How Does UVa In-State Tuition Compare to Other Top 50 Universities?

UVa is the bold orange line at the far right. To view a more legible image of this graph, click here and scroll to page 31 of the pdf.

by James A. Bacon

The University of Virginia Board of Visitors sets tuition & fees every other year. This is one of those years. In December the Board is scheduled to announce tuition and fees for the following two academic years. The decision-making process is sure to be controversial, as a number of Youngkin appointees on the board are fiscal hawks who hope to keep costs down and tuition hikes low.

The Ryan administration fired an opening salvo by distributing the graph above, which shows UVa in a highly flattering light. If you are a Virginia resident and wish to attend one of the Top 50 universities in the country (as rated by USNWR, or U.S. News & World Report), UVa charges the lowest tuition and fees. The graph is hard to read, but UVa is represented by the bold orange line at the far right, so you can see that it is the lowest by a wide margin.

Presentation of the graph prompted the most animated discussion by Board members so far in the September meeting.

Thomas A. DePasquale, a Northam administration holdover, said the graph showed what an extraordinary bargain UVa is. Indeed, he argued, the graph understated the value because it doesn’t take into account the significant amount of financial aid the university provides. The net cost, after financial aid, is even lower!

Not everyone bought his logic.

First of all, the picture looks quite different for out-of-state students attending UVa, who pay tuitions in line with what Ivy League institutions charge. A third of UVa undergraduates are out of state.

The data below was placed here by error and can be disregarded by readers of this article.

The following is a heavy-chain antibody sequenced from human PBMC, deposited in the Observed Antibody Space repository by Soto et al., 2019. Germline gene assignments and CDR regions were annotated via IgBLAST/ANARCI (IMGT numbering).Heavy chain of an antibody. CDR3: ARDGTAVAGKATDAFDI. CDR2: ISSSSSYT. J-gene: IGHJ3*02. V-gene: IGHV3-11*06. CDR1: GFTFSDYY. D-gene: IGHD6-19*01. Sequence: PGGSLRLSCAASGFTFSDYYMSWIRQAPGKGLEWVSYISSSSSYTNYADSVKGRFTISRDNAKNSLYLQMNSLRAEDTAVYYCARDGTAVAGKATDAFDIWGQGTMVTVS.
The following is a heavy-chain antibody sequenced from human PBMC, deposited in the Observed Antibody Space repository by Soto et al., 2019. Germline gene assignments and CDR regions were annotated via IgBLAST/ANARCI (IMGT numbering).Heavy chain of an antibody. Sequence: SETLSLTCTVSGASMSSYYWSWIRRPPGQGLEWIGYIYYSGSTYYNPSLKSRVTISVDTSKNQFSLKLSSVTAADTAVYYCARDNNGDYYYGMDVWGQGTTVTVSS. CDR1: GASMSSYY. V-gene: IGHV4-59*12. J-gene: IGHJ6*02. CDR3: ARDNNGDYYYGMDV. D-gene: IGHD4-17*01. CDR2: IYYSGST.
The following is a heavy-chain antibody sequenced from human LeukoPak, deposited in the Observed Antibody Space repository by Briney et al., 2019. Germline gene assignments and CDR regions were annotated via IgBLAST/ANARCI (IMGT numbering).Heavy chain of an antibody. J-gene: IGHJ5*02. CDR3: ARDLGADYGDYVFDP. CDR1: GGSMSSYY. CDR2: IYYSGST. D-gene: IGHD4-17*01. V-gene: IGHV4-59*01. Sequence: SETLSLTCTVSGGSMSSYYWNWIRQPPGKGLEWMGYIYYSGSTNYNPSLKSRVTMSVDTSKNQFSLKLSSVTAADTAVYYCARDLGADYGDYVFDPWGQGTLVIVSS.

Second, the net cost of tuition is lower for all Top 50 universities. All institutions supply financial aid, and private schools discount tuition heavily. Indeed, a criticism by left-of-center analysts is that, though UVa promises to make attendance affordable for all, it provides financial aid to a smaller percentage of students than peer institutions do. If DePasquale wants to tout UVa’s net tuition, he needs to compare it to the net tuition of peer institutions.

Third, due to scholarships and discounting based on household income, the net tuition varies widely from family to family. In the Jefferson Council’s analysis, UVa takes good care of lower-income students but its tuition/aid structure is hard on middle-class families. In other words, whether UVa is a bargain depends on the student in question.

Fourth, even if it can be demonstrated that UVa is a better value than peer institutions — and some rankings suggest that it is — that doesn’t mean its tuition structure is justified. UVa may be the best of a bad bunch. As the Jefferson Council has documented in multiple articles over the past two months, the growth in administrative overhead has significantly outstripped enrollment growth over the past decade. The fact that spending is even more out of control at peer institutions is no justification for runaway costs at UVa.

Perhaps our analysis is flawed. Perhaps UVa can make a case that it truly does offer one of the best educational values in the country. Chief Operating Officer J.J. Davis promised the Board a highly transparent budgeting process this fall. Hopefully, the discussion will surface enough financial data for the Board to make a well-founded assessment.

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